6. Prime Labs Ultra Joint Flex
Prime Labs Ultra Joint Flex is a high dosage joint supplement that’s very straightforward in its design. It’s based on the same mix of glucosamine, chondroitin, and MSM you’ll find in other supplements, along with quercetin, methionine, boswellia, and bromelain, secondary ingredients which are becoming increasingly popular.
Fans of hyaluronic acid will be disappointed, though, because Prime Labs chose not to include that in the supplement. The levels of chondroitin are also not as high as they are in other joint supplements.
7. Doctor's Best Glucosamine Chondroitin MSM
Doctor’s Best checks most of the right boxes with regards to ingredients–it’s got glucosamine, MSM, and chondroitin–but falls short on dosage.
There’s less than 400 mg of glucosamine per tablet, and the amount of MSM substantially less than that. On top of that, the recommended serving size is a whopping four tablets. The formulation is solid, but with so many better options out there, Doctor’s best can’t exactly compete.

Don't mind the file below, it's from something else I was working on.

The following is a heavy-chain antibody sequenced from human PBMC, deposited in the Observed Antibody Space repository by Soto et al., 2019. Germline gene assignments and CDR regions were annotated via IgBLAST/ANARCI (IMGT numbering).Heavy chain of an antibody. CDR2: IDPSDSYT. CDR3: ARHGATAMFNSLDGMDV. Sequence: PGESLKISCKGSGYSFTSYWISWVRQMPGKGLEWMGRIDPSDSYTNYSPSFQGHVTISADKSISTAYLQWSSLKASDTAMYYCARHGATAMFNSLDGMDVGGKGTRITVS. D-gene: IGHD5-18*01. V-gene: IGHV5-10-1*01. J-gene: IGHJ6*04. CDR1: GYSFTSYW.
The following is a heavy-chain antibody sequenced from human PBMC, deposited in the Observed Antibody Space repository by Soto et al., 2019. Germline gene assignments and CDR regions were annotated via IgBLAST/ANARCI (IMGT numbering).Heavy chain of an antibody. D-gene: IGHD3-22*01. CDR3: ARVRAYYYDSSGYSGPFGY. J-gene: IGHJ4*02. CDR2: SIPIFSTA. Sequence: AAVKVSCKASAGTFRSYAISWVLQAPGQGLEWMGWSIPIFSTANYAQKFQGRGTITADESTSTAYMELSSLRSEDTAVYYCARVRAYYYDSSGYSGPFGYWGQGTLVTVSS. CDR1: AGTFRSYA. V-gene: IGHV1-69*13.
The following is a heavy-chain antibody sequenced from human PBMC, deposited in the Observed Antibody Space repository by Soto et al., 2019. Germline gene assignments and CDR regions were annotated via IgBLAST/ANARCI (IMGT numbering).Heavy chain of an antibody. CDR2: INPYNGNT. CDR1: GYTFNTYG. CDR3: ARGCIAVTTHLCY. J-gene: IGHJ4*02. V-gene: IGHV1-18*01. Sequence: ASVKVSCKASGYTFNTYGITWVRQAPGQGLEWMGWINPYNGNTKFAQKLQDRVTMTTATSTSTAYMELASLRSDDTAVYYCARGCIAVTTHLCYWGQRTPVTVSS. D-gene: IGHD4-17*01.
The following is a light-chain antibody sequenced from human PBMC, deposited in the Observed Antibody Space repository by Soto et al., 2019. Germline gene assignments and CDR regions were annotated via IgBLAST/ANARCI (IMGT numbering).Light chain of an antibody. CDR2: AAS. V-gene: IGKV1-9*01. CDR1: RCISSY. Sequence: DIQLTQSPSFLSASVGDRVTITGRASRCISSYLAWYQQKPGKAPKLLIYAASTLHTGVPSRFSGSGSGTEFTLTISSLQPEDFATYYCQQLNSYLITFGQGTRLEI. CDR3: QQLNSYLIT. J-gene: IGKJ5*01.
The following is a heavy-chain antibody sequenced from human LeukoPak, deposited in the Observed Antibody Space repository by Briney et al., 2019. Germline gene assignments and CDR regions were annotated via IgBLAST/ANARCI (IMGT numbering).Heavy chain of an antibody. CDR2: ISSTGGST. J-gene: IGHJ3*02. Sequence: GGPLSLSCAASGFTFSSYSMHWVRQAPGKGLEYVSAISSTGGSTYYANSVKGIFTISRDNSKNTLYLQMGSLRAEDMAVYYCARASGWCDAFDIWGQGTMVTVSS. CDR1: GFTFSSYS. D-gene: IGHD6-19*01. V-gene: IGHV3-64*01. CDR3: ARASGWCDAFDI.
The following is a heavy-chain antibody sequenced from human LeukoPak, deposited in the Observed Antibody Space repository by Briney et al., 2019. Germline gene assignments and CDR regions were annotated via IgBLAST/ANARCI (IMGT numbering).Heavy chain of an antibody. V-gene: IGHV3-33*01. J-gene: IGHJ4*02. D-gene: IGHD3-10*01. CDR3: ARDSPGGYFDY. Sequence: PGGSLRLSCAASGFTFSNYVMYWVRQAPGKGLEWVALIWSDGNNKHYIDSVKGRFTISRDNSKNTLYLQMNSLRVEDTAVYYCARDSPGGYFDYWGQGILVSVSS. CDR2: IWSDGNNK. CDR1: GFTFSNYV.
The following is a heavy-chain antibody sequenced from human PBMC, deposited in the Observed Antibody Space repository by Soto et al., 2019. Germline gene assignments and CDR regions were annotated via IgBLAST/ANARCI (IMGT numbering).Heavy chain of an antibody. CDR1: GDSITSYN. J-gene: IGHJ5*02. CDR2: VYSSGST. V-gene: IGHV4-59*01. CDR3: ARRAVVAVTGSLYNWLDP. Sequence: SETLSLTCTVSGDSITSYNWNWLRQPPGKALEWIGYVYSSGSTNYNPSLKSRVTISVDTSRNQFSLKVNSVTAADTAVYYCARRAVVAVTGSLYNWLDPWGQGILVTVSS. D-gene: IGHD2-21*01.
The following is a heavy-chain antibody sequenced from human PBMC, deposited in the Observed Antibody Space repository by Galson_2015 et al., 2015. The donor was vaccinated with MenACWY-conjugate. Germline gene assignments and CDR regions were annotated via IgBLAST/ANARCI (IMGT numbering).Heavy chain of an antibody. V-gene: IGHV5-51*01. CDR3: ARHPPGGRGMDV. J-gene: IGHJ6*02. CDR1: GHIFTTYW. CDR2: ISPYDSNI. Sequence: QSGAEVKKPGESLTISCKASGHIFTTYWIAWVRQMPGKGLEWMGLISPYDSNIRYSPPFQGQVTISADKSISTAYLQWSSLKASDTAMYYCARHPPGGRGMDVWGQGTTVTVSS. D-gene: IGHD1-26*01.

8. New Chapter Zyflamend Joint Supplement
New Chapter’s Zyflamend takes a decidedly different tack. It’s more of an herbal supplement, with no less than ten different herbal extracts. Some, like green tea and turmeric, are familiar, while others are quite obscure.
It almost goes without saying that most of these ingredients don’t have solid clinical evidence behind their usage, so most people should stick with a joint supplement that includes clinically validated ingredients like glucosamine.
However, if glucosamine-based joint supplements are not helping your joint pain, you could try New Chapter Zyflamend to see if it has any effect.